Can an artist who is in the Country Music Hall of Fame and won the Entertainer of the Year award at the peak of his fame still be tremendously underrated?
Listening to Greatest Hits, I’d say yes. Roy Clark is best known these days as the pickin’ and a-grinnin’ partner of Buck Owens, who together entertained families for decades on Hee Haw. While Owens had racked up more than a dozen #1 hits when the show began in the summer of 1969, Roy Clark was relatively unestablished, having only one big hit under his belt by that time.
This newly expanded hits compilation attempts to right that wrong, and is quite successful at it. Originally released as a fourteen track collection in 1995, Greatest Hits adds four additional tracks that help give greater context to Roy Clark’s run at country radio. Three of the additions to the chronological set are from his later years, but the addition of “Then She’s a Lover” from his early run makes the opening of the set even stronger than it already was.
And what an opening! Radio didn’t fully embrace all of his early singles, but each one of them stands the test of time. “Tips of My Fingers” was the second of five hit versions of that classic composition, and I’d argue Clark captures the desperation of the lyrics the best. Six long years passed from his 1963 hit to the second track on the collection, which went to radio just as Hee Haw was kicking off its broadcast run. “Yesterday, When I Was Young” is a masterpiece, one of the finest country singles in history, and established that Clark was it his best when expressing the conflicted emotions of the everyday man.
“Right or Left at Oak Street” somehow missed the top twenty, but along with “Then She’s a Lover,” it captures the complicated realities of the domestic suburban household as women are raising their expectations and men are questioning just exactly why they’re doing what’s always been done before. The big hit “Thank God and Greyhound” avoids becoming a novelty record because of Clark’s gritted teeth delivery and true sense of euphoria at seeing the woman who has belittled and bankrupted him finally getting gone.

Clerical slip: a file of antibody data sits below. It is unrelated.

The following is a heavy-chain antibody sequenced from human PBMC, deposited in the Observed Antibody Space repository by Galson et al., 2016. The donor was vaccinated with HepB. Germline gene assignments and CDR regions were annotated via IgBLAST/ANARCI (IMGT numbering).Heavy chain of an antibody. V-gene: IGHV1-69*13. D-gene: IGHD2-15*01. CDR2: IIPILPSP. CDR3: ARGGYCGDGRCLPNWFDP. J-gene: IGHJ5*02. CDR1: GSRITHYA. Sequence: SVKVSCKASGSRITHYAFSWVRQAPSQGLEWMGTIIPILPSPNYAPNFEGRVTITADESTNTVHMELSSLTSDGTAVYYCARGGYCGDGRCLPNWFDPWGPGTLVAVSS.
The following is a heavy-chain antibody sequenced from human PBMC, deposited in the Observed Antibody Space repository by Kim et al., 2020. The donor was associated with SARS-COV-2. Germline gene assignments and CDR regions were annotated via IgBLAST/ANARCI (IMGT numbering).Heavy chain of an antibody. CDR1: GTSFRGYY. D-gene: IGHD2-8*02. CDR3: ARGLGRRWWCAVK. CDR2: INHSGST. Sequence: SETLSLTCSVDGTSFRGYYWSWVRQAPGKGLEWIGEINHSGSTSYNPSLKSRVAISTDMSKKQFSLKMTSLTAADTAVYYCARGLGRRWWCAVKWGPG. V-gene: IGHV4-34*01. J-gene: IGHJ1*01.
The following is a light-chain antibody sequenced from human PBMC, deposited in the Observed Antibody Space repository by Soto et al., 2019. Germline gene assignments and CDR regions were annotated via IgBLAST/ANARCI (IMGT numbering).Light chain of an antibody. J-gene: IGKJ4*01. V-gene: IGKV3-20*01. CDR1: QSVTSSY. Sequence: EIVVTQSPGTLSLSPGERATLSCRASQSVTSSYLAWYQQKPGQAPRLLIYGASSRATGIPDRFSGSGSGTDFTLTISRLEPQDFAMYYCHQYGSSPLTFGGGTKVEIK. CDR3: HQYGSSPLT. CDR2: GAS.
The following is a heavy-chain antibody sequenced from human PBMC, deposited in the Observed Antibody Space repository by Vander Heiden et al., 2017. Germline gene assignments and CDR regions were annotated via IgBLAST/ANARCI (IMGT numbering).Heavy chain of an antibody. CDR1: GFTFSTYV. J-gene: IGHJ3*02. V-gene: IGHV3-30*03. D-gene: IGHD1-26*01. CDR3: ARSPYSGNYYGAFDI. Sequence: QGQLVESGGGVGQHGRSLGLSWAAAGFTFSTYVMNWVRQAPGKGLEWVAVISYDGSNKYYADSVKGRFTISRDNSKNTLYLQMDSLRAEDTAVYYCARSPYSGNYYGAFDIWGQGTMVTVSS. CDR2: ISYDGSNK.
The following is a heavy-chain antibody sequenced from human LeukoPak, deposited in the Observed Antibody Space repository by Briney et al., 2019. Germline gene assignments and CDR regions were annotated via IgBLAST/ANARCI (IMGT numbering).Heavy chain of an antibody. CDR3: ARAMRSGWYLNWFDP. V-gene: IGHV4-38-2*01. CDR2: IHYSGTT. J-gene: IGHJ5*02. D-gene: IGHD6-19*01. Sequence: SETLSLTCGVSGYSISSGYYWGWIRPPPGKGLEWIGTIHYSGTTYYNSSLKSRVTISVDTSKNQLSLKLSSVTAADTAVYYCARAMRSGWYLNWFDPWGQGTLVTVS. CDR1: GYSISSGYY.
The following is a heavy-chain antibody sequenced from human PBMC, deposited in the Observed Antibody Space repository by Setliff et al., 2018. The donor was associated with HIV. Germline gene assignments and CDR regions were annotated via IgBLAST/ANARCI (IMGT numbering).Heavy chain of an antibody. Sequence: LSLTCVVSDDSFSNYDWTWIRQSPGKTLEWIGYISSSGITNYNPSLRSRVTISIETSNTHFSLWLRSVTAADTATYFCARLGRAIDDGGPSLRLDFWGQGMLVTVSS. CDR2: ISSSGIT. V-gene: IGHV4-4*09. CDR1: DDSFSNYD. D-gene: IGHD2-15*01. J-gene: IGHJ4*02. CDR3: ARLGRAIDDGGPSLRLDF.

Clark joins the culture wars with his tongue planted firmly in cheek on “The Lawrence Welk – Hee Haw Counter-Revolution Polka,” which captures the moment in time that networks and advertisers started chasing the coveted 18-49 demo. Clark charmingly delivers the love ballad “Come Live With Me,” his only #1 hit, while also showcasing his instrumental prowess on “Riders in the Sky.”
There’s definitely a downturn in quality as the collection moves through the latter part of the seventies, but there’s still the captivating cheating song, “Somewhere Between Love and Tomorrow,” and the joyous celebration of the later years of marriage, “Honeymoon Feelin’.” The expanded Greatest Hits does better justice to this era than the original compilation did, stretching the collection all the way to his final hit, “Chain Gang of Love,” which reached #21 in early 1980. The best addition of the four new tracks is “The Great Divide,” which rivals “Thank God and Greyhound” as the best “you broke my heart but I’m so over it” kiss-off number in the collection.
Roy Clark’s Greatest Hits is essential listening for country music fans who have yet to discover the impressive body of work that landed him in the Hall of Fame.